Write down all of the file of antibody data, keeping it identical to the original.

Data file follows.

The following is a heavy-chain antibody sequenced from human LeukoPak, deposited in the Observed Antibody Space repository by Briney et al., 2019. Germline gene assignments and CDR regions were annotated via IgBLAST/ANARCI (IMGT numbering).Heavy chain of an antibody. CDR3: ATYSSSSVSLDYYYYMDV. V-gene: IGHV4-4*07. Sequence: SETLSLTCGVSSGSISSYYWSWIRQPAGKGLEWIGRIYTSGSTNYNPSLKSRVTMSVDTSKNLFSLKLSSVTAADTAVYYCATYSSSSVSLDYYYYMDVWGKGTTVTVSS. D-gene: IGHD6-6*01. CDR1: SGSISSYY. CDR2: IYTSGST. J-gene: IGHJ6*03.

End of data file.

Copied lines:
The following is a heavy-chain antibody sequenced from human LeukoPak, deposited in the Observed Antibody Space repository by Briney et al., 2019. Germline gene assignments and CDR regions were annotated via IgBLAST/ANARCI (IMGT numbering).Heavy chain of an antibody. CDR3: ATYSSSSVSLDYYYYMDV. V-gene: IGHV4-4*07. Sequence: SETLSLTCGVSSGSISSYYWSWIRQPAGKGLEWIGRIYTSGSTNYNPSLKSRVTMSVDTSKNLFSLKLSSVTAADTAVYYCATYSSSSVSLDYYYYMDVWGKGTTVTVSS. D-gene: IGHD6-6*01. CDR1: SGSISSYY. CDR2: IYTSGST. J-gene: IGHJ6*03.